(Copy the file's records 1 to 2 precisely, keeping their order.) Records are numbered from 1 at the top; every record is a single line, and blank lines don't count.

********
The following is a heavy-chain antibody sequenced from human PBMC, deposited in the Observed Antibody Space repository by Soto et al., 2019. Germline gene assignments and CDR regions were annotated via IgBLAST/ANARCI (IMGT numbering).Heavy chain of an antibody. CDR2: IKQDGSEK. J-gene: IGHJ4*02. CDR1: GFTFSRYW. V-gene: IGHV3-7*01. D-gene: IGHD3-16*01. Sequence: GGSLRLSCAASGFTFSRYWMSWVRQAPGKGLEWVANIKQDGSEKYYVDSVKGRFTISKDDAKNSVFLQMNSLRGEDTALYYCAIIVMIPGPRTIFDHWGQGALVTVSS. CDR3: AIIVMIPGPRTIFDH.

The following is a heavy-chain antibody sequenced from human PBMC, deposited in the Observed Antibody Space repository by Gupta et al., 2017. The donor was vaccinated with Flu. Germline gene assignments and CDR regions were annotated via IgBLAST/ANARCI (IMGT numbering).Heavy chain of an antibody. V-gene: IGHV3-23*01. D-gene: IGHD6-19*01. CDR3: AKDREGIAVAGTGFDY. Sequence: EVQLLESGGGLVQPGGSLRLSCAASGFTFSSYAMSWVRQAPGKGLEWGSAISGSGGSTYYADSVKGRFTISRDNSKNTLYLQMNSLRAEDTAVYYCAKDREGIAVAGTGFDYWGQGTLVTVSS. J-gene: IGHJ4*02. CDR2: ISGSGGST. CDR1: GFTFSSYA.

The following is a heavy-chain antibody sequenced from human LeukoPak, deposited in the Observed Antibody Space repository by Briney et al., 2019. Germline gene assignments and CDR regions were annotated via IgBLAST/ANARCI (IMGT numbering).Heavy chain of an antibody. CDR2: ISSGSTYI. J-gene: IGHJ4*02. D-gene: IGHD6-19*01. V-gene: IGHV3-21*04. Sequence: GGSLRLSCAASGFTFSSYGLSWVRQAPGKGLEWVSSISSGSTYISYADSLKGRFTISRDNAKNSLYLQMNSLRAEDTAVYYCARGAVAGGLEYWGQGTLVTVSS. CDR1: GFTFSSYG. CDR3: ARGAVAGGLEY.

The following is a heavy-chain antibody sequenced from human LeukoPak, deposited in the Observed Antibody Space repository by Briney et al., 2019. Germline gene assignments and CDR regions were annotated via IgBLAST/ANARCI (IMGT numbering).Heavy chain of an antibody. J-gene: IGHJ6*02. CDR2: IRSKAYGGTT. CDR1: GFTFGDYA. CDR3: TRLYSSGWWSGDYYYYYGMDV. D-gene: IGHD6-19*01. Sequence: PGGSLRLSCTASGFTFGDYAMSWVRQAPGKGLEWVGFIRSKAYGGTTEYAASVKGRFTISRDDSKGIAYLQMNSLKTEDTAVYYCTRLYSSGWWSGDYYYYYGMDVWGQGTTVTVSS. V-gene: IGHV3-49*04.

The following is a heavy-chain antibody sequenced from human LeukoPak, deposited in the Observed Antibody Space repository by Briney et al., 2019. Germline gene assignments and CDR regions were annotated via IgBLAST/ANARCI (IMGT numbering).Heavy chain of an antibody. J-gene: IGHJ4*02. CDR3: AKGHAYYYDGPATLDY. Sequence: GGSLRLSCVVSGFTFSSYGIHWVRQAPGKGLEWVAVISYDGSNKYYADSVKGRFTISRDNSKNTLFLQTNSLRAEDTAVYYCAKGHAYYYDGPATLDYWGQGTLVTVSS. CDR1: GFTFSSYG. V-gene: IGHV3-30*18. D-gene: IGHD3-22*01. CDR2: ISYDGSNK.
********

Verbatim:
The following is a heavy-chain antibody sequenced from human PBMC, deposited in the Observed Antibody Space repository by Soto et al., 2019. Germline gene assignments and CDR regions were annotated via IgBLAST/ANARCI (IMGT numbering).Heavy chain of an antibody. CDR2: IKQDGSEK. J-gene: IGHJ4*02. CDR1: GFTFSRYW. V-gene: IGHV3-7*01. D-gene: IGHD3-16*01. Sequence: GGSLRLSCAASGFTFSRYWMSWVRQAPGKGLEWVANIKQDGSEKYYVDSVKGRFTISKDDAKNSVFLQMNSLRGEDTALYYCAIIVMIPGPRTIFDHWGQGALVTVSS. CDR3: AIIVMIPGPRTIFDH.

The following is a heavy-chain antibody sequenced from human PBMC, deposited in the Observed Antibody Space repository by Gupta et al., 2017. The donor was vaccinated with Flu. Germline gene assignments and CDR regions were annotated via IgBLAST/ANARCI (IMGT numbering).Heavy chain of an antibody. V-gene: IGHV3-23*01. D-gene: IGHD6-19*01. CDR3: AKDREGIAVAGTGFDY. Sequence: EVQLLESGGGLVQPGGSLRLSCAASGFTFSSYAMSWVRQAPGKGLEWGSAISGSGGSTYYADSVKGRFTISRDNSKNTLYLQMNSLRAEDTAVYYCAKDREGIAVAGTGFDYWGQGTLVTVSS. J-gene: IGHJ4*02. CDR2: ISGSGGST. CDR1: GFTFSSYA.